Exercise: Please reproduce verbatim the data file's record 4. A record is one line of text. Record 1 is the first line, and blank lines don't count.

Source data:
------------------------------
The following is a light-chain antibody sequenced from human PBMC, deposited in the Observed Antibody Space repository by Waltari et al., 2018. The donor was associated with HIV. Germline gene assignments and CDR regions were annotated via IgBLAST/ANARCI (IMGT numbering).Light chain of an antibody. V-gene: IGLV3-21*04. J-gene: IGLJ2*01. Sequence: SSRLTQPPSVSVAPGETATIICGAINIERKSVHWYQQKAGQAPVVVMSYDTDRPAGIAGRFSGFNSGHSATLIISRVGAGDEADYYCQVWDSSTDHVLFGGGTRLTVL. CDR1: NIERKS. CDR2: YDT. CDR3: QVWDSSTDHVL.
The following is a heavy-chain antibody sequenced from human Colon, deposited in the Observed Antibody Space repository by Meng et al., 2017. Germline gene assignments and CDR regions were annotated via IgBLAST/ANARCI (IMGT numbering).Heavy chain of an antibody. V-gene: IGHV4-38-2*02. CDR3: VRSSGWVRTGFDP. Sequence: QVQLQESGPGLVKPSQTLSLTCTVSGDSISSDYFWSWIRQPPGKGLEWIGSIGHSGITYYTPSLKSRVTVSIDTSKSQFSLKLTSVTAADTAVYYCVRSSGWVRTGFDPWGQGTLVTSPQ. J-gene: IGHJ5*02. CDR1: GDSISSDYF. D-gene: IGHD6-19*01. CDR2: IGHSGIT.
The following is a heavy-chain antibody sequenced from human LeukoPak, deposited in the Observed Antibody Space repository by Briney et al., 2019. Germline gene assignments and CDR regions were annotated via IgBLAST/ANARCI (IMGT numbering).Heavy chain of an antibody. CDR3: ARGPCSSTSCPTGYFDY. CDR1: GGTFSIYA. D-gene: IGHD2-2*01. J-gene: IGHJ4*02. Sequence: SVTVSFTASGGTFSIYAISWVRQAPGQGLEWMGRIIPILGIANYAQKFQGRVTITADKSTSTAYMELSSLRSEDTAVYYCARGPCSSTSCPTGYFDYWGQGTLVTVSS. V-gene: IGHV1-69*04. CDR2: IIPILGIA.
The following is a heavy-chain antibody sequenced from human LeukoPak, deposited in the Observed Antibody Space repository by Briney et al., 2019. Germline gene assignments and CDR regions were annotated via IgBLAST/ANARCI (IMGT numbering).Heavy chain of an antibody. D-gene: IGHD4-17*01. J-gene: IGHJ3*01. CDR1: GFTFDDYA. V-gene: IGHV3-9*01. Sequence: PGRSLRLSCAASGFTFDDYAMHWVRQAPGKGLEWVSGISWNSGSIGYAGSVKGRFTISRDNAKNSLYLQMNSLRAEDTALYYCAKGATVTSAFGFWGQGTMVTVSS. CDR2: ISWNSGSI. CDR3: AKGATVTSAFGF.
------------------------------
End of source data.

The following is a heavy-chain antibody sequenced from human LeukoPak, deposited in the Observed Antibody Space repository by Briney et al., 2019. Germline gene assignments and CDR regions were annotated via IgBLAST/ANARCI (IMGT numbering).Heavy chain of an antibody. D-gene: IGHD4-17*01. J-gene: IGHJ3*01. CDR1: GFTFDDYA. V-gene: IGHV3-9*01. Sequence: PGRSLRLSCAASGFTFDDYAMHWVRQAPGKGLEWVSGISWNSGSIGYAGSVKGRFTISRDNAKNSLYLQMNSLRAEDTALYYCAKGATVTSAFGFWGQGTMVTVSS. CDR2: ISWNSGSI. CDR3: AKGATVTSAFGF.